Major Robert S. Johnson in the cockpit of his fighter in May, 1944

 Robert S. Johnson, 78, World War II Fighter Pilot


By Richard Goldstein,, January 1, 1999

Robert S. Johnson, an 8th Air Force fighter pilot who shot down 27 German planes in an 11-month span during World War II and then came home to a hero's welcome from President Franklin D. Roosevelt, died on Sunday December 27, 1998 at St. Francis Hospital in Tulsa, Okla. He was 78 and was the second-leading American air ace of the war in Europe.

Johnson, who lived in Lake Wylie, S.C., was hospitalized on Dec. 24 after collapsing while on a visit with relatives, according to a niece, Margaret Sue Roth. The cause of death was not immediately known.

Protecting Flying Fortress bombers on their missions deep into Germany in his barrel-nosed P-47 Thunderbolt fighters, Johnson was the second World War II fighter pilot to break the U.S. record of 26 air "victories" set by Capt. Eddie Rickenbacker in World War I. He accomplished that feat when he knocked down two Luftwaffe fighters near Brunswick, Germany, on May 8, 1944, on his final mission.

His squadron commander in the 56th Fighter Group, Lt. Col. Francis Gabreski, was the only U.S. fighter pilot in Europe with more "kills," having shot down 28 German planes and destroyed three more on the ground. Major Richard Bong of the Army Air Forces, the first pilot to break Rickenbacker's mark, was the leading American ace of the entire war, downing 40 Japanese planes.

On June 6, 1944, -- the date of the D-Day invasion -- Johnson was flown back to the United States for a new mission: selling war bonds, exhorting factory workers to greater feats of production and bucking up homefront morale in the face of heavy air-war casualties.

Gabreski would recall how Johnson had "phenomenal eyesight."

"There were some guys who just seemed to have an uncanny knack for seeing things before anyone else did," Gabreski wrote in his memoir "Gabby" (Orion, 1991). "His eyes were very keenly tuned to the sky. If he looked into a certain area, and enemy aircraft were there, he saw them ahead of the rest of us."

Robert Samuel Johnson, who was born in Lawton, Okla., became fascinated by planes as an 8-year-old the day he perched on his father's shoulders at Post Field near Lawton and watched three World War I fighters perform stunts. "Then and there I changed my goal from cowboy or railroad engineer to Army aviator," he remembered.

He started flying at age 13, got his first license the day before he turned 16, and after attending junior college at what is now Cameron University in Lawton, entered an Army aviation school on Nov. 11, 1941.

He scored his first "kill" on June 13, 1943, when he broke from formation to go after a Focke-Wulf fighter, something that was decidedly against the book then. That foray brought a bawling out from his superiors, and Johnson would recall that he "had a reputation as a sort of wild man."

"Other pilots would say, 'Don't fly with Johnson, he'll get you killed,"' he recalled in an interview with Military History magazine in 1996.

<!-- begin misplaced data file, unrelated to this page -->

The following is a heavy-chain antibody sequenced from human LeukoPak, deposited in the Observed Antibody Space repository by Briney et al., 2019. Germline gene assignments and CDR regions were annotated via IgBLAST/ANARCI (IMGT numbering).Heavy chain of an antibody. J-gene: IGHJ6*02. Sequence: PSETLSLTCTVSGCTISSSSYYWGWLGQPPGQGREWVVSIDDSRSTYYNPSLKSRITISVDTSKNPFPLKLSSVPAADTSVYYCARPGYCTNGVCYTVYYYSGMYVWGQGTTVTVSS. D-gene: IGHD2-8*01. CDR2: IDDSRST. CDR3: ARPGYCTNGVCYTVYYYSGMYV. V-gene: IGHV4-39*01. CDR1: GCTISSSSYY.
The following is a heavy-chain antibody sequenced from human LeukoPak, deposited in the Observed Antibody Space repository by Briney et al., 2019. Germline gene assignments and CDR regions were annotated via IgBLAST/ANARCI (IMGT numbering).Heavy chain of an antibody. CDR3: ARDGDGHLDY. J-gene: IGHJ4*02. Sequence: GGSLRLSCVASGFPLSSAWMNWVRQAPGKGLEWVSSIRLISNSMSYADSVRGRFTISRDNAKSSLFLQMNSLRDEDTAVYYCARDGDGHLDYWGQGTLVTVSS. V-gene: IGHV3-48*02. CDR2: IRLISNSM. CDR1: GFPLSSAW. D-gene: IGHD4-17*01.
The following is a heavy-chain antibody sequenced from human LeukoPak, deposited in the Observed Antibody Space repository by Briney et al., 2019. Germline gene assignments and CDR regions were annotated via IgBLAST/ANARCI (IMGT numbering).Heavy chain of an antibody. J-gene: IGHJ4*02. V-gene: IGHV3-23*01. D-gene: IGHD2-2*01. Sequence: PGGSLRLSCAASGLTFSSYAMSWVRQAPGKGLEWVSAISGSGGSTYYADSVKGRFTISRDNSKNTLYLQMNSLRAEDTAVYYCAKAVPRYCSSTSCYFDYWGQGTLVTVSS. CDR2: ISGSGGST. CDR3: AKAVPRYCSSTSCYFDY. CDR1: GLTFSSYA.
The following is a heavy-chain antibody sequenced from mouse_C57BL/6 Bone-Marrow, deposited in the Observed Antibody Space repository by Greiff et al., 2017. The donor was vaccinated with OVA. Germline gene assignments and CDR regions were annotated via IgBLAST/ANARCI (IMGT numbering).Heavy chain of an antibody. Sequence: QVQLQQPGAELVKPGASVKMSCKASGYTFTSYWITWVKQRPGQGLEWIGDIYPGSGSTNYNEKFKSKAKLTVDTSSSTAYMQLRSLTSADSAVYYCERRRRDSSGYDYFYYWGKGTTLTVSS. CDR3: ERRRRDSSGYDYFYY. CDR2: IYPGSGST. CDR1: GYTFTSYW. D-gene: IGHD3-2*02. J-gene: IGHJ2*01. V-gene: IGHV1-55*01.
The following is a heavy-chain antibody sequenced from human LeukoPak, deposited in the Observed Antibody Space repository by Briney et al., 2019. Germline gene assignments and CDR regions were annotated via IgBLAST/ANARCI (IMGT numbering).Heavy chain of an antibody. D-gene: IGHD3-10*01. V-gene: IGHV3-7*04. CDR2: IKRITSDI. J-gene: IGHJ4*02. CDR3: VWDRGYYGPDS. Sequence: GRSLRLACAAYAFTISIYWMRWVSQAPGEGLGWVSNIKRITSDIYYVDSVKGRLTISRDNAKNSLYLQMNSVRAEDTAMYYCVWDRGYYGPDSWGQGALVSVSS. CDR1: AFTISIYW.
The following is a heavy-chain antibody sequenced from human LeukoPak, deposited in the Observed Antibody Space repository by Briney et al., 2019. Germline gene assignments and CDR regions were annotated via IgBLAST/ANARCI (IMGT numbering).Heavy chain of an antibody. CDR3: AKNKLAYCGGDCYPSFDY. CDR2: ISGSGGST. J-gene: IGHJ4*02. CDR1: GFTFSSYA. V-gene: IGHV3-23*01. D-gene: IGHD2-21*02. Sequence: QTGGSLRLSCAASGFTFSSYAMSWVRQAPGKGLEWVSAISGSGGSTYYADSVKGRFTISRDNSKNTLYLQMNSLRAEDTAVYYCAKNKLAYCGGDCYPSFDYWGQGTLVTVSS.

But he was awarded the Distinguished Service Cross, the Silver Star and the Distinguished Flying Cross with the 56th Fighter Group, the renowned Zemke's Wolfpack. Named for its commander, Col. Hubert Zemke, the Wolfpack boasted five of the top 10 American air aces in Europe.

Johnson was never shot down, but had a harrowing experience on June 26, 1943, when the pilot of a Focke-Wulf 190 fighter fired 21 cannon shells into the fuselage of his Thunderbolt during a mission over France. Burned and momentarily blinded by splashing hydraulic fuel and slightly wounded in the right leg and his nose, he tried to bail out but could not open his shattered canopy.

He headed back to England, but another Focke-Wulf riddled his plane with small-arms fire over the English Channel. That pilot finally ran out of ammunition, pulled alongside, wiggled his wings in tribute and peeled off as the crippled Thunderbolt continued to England.

When he returned to the United States in June 1944, Johnson was reunited with his wife, Barbara, and they were greeted by Roosevelt at the White House. Later that day, he received a standing ovation from members of the U.S. Senate when he appeared with his wife in the visitors' gallery, and the couple had tea with Mrs. Roosevelt at the White House afterward.

The next day, he received the applause of thousands of aircraft workers when he visited the plant of Republic Aviation, which built the Thunderbolt, in Farmingdale, N.Y.

After the war, Johnson was a lieutenant colonel in the Air Force reserves and recounted his combat experiences in "Thunderbolt!" (Rinehart, 1958). He was an executive with Republic Aviation for 18 years, and then worked in the insurance industry.

Johnson's wife died in 1995. He had no immediate survivors.

Remembering his fighter-pilot days, Johnson once observed: "I'm a fatalist, a strong believer that when your time is up, you're gone, out of here. Why worry about that?" But he added: "I was always scared -- that was what made me move quick."

Go to: Vietnam Medal of Honor Citations

Go to: Obituaries

© 1999 by Neil Mishalov